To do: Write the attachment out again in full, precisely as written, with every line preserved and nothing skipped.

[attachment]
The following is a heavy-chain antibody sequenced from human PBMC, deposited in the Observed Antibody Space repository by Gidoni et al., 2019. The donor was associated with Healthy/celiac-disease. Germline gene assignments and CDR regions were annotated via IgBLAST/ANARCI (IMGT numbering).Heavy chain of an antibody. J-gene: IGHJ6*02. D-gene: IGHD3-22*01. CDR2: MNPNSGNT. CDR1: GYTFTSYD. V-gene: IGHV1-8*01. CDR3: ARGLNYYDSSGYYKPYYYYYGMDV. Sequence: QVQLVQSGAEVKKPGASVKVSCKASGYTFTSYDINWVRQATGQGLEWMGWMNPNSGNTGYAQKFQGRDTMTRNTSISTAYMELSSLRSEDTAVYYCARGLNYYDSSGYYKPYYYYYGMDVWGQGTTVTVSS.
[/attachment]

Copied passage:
The following is a heavy-chain antibody sequenced from human PBMC, deposited in the Observed Antibody Space repository by Gidoni et al., 2019. The donor was associated with Healthy/celiac-disease. Germline gene assignments and CDR regions were annotated via IgBLAST/ANARCI (IMGT numbering).Heavy chain of an antibody. J-gene: IGHJ6*02. D-gene: IGHD3-22*01. CDR2: MNPNSGNT. CDR1: GYTFTSYD. V-gene: IGHV1-8*01. CDR3: ARGLNYYDSSGYYKPYYYYYGMDV. Sequence: QVQLVQSGAEVKKPGASVKVSCKASGYTFTSYDINWVRQATGQGLEWMGWMNPNSGNTGYAQKFQGRDTMTRNTSISTAYMELSSLRSEDTAVYYCARGLNYYDSSGYYKPYYYYYGMDVWGQGTTVTVSS.